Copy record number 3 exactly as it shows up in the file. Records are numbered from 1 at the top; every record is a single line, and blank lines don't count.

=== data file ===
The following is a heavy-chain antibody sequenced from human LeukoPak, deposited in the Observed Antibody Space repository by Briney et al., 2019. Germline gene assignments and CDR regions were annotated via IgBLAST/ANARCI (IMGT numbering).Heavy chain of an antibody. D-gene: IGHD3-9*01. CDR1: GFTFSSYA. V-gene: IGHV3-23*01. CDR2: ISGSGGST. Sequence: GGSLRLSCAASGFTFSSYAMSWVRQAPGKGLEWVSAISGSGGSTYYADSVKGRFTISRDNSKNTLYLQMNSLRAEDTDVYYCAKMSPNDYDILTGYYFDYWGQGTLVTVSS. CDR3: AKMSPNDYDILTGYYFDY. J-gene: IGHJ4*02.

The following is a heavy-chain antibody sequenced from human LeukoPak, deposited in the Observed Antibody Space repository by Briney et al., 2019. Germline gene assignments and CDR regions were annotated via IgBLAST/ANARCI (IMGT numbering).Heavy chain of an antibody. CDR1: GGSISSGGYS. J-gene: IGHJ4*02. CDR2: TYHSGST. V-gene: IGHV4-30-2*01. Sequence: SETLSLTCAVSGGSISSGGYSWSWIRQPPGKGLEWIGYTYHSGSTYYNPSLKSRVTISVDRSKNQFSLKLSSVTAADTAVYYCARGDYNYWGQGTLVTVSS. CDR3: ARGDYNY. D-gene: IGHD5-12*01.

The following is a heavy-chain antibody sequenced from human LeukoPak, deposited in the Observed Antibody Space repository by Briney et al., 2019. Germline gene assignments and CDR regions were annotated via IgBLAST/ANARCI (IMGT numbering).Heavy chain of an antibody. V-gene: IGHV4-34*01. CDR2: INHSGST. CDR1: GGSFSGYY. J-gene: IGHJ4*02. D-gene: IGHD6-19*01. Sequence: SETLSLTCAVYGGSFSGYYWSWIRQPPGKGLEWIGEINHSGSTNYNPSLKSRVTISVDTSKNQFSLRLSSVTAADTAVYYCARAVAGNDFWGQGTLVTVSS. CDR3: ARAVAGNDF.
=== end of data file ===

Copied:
The following is a heavy-chain antibody sequenced from human LeukoPak, deposited in the Observed Antibody Space repository by Briney et al., 2019. Germline gene assignments and CDR regions were annotated via IgBLAST/ANARCI (IMGT numbering).Heavy chain of an antibody. V-gene: IGHV4-34*01. CDR2: INHSGST. CDR1: GGSFSGYY. J-gene: IGHJ4*02. D-gene: IGHD6-19*01. Sequence: SETLSLTCAVYGGSFSGYYWSWIRQPPGKGLEWIGEINHSGSTNYNPSLKSRVTISVDTSKNQFSLRLSSVTAADTAVYYCARAVAGNDFWGQGTLVTVSS. CDR3: ARAVAGNDF.